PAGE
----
Forming a united front through forming partnerships among a cross-section of entities that advocate for digital rights in Uganda has been agreed upon as the only way there be tangible progress in the sector which is still in it’s infancy. The agreement was arrived at a three days’ workshop organised by Article 19 and Unwanted Witness which was guided by the theme, “Internet Access, Telecommunications, and the Right to Expression, Access to Information, and the Right to Privacy.”
The idea for cooperation was championed by Henry Omusundi Maina, the regional Director, Article 19 Eastern Africa. Maina told over 25 participants who had camped at K hotel in Entebbe of how there is an argent need of joining forces among different civil society organisations if real change is going to happen very soon.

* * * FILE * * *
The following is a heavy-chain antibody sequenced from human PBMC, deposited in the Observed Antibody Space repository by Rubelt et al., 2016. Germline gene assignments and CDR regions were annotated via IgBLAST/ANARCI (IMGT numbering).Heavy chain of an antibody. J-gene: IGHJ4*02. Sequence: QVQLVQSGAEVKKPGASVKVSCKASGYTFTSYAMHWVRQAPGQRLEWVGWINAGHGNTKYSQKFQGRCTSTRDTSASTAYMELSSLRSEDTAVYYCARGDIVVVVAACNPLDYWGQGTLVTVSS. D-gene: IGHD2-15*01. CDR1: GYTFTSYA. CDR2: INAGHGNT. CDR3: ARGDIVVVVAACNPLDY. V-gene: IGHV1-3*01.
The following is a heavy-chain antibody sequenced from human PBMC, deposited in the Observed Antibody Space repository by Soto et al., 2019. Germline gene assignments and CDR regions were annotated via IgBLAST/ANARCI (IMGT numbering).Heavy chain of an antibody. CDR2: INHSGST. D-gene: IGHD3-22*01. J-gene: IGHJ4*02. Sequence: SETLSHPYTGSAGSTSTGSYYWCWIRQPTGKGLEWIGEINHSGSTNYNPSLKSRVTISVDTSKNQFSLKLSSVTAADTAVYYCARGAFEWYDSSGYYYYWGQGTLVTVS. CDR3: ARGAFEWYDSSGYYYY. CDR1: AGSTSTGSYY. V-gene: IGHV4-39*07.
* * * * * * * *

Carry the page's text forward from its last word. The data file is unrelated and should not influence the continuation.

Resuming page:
“Some organisations are good at research,” Maina stated, “some are good at litigation, others are good at advocacy. Why don’t you come together and apply for grants and funding as a unit rather than working in isolation?” He got the various stakeholders whispering, when he revealed how Civil Society in Uganda had missed out on a huge sum of funding from the US government which was believed to be $ 2 billion thanks to organisations putting in separate proposals or requests. “In Kenya they have learnt to work in groups,” Maina who later lectured the group on cyber law & security and privacy explained, “The problem is still here in Uganda were you work as rivals.” Indeed, at the end of the workshop, on Wednesday, the participants who came various entities such as human rights bodies, ministries, blogging sites, mainstream media, online publications, government departments and law firms were in agreement with Maina. They unanimously passed a resolution that there should be more cooperation than there was